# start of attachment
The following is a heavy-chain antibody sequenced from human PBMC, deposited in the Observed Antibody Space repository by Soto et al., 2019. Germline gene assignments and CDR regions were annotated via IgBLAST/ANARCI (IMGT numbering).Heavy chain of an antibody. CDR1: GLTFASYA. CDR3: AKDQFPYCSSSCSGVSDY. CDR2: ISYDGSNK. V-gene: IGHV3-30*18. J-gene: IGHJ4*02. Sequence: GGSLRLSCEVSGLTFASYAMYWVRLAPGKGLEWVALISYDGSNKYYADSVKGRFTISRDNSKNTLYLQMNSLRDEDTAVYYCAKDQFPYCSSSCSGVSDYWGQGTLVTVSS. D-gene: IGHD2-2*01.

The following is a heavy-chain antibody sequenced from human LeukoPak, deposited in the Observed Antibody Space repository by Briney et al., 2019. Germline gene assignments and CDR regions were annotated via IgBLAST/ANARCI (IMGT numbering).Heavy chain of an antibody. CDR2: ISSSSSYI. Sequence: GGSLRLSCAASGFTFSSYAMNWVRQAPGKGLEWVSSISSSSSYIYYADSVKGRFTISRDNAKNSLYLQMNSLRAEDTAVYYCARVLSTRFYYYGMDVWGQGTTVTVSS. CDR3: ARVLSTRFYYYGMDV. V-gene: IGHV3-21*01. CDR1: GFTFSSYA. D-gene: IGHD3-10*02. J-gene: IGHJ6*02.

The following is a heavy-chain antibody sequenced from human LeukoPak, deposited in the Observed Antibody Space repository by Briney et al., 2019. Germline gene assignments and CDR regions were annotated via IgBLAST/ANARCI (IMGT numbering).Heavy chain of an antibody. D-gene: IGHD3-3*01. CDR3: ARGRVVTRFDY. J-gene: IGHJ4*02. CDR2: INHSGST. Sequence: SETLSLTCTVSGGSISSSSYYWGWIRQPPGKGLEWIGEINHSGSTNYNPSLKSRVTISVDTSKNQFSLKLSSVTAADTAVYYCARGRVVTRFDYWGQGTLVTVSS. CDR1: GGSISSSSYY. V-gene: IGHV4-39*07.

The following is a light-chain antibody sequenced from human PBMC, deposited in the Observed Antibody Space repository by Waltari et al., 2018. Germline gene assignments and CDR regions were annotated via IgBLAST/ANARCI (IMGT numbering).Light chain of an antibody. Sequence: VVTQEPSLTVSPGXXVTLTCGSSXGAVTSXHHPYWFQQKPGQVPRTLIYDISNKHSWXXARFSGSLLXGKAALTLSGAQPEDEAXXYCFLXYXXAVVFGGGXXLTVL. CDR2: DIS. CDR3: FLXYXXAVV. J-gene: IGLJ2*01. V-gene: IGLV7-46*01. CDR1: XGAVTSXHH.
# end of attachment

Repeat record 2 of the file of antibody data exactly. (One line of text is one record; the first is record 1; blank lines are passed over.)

The following is a heavy-chain antibody sequenced from human LeukoPak, deposited in the Observed Antibody Space repository by Briney et al., 2019. Germline gene assignments and CDR regions were annotated via IgBLAST/ANARCI (IMGT numbering).Heavy chain of an antibody. CDR2: ISSSSSYI. Sequence: GGSLRLSCAASGFTFSSYAMNWVRQAPGKGLEWVSSISSSSSYIYYADSVKGRFTISRDNAKNSLYLQMNSLRAEDTAVYYCARVLSTRFYYYGMDVWGQGTTVTVSS. CDR3: ARVLSTRFYYYGMDV. V-gene: IGHV3-21*01. CDR1: GFTFSSYA. D-gene: IGHD3-10*02. J-gene: IGHJ6*02.